Art and The Aesthetics of Form
What Has "Beauty" Got to Do With
"Beauty",as they say, is in the eye of the beholder. What is
beautiful to an artist of ancient Greece is very different from the beauty
perceived by an indiginous African. Picasso's sense of beauty was influenced
by the African aesthetic, but many people from his own culture are divided
as to whether they find his work "beautiful". What role does beauty
play in your appreciation of art?
How Does Fame Of
An Artist Affect Appreciation?
Polish Rider by Rembrandt??
Once aware that the creator of a work of art is one of the famed masters,
our appreciation of that artwork is likely to shift. So it is true when
a work that is assumed to be of a master is found out to be by the hands
of his apprentices or a fraudulent copy. How does the interpretation of
who creates a work of art factor into its inherent value?
The Aesthetic Experience
An "aesthetic experience" is one of charged awareness. It is looking
beyond the obvious and experiencing a thing or event on an emotional level.
It can be activated by an experience with the natural world, the contemplation
of forms (including but not limited to art),or a journey into the world
of the imagination. It can be stimulated by something as simple as enjoying
a good meal or as complex as a life-changing event.
Art and Reality: The Aesthetics of
Art may imitate the "real world" (the world revealed to our senses),
or represent an inventive interpretation of what we see.
Abstract - forms which depict the essence of an object through
simplification or distortion.
|Representational- resembles forms in a manner similar
to how the senses perceive them (naturalistic).
|Trompe-L'oeil - an artwork which is so focused on
realism that it can "fool the eye".
||Non-Representational - bears little resemblance to
forms within the natural world, instead presenting only the visual elements
of line, shape, color, form, and texture, etc. (non-objective).
|The above images show the evolution of style of the Dutch artist, Piet
Mondrian. He begins with representational art and moves toward abstraction,
and then to complete abstraction of form til he has simplified his art
to the restrictive use of lines, geometric shapes and bold colors.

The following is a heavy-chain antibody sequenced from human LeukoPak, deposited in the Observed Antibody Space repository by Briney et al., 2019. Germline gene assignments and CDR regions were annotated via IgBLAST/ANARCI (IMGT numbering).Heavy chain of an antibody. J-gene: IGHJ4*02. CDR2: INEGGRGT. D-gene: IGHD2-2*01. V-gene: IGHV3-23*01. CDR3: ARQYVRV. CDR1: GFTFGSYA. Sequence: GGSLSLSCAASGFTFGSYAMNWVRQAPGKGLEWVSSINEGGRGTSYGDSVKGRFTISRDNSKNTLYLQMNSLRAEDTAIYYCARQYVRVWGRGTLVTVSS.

Jackson Pollock (1912-1956) was an abstract expressionist painter known
for his "drip and pour paintings". His works are a perfect example
of non-representational art in that they do not seek to represent any particular
natural forms that we would be able to recognize. He felt that his paintings
were an enactment of nature instead of a picture (or representation) of it.
He sought to capture the rhythm of nature flowing through him by getting into
a trance-like state while painting.
Form and Content
Constantin Brancusi, The Kiss, 1912
Auguste Rodin, The Kiss,
Consider the sculptures above. What is the subject of each? How
do their forms differ? How does this difference influence the content of the works?
|Form - the sum total of how the elements of art contribute to
how an artwork looks. It includes the media (materials used), the style,
and the elements of its composition.
||Content - the message or meaning communicated by a work of art.
It is the subject of what the artist is portraying as well as the story
and feelings portrayed.
|To get a clearer idea of how form influences content, it is helpful
to analyze the visual elements of form (describing types of lines,
shapes, etc), and then to realize how those forms create meaning.
Here are some particularly expressive examples:
Kathe Kollwitz(German), Death
and the Woman
Gustav Klimt (Austrian), Death and Life
Vincent Van Gogh (Dutch), Starry Night
All of the above are examples of different types of expressionism,
a style of art which focuses on emotion as its main content.
Artistic Style - characteristics which we can identify
as constant, recurring or coherent between different artworks. Artistic
style can be identified with a whole artistic culture (Classical Roman,
the Song Dynasty in China), with a specific place and time (the early
Renaissance in Florence), with a specific group of artists (the Impressionists
of Paris), or even with the chronological changes of style of a specific
artist (Picasso's Blue period, Rose period, and Cubist period).
Art and Symbols
Jan Van Eych, Arnolfini Wedding
Albrecht Durer, The Knight, Death, and the Devil
|Iconography - the story depicted in a work of art, as well
as the symbolism and conventions attached to those images by a particular
religion or culture.
Robin Urton, The Seer
Iconography is not related only to artists of the past. Many contemporary artists utilize iconic images in their works also. The example above is from the works of the webmaster, whose works are featured in the root pages of this site.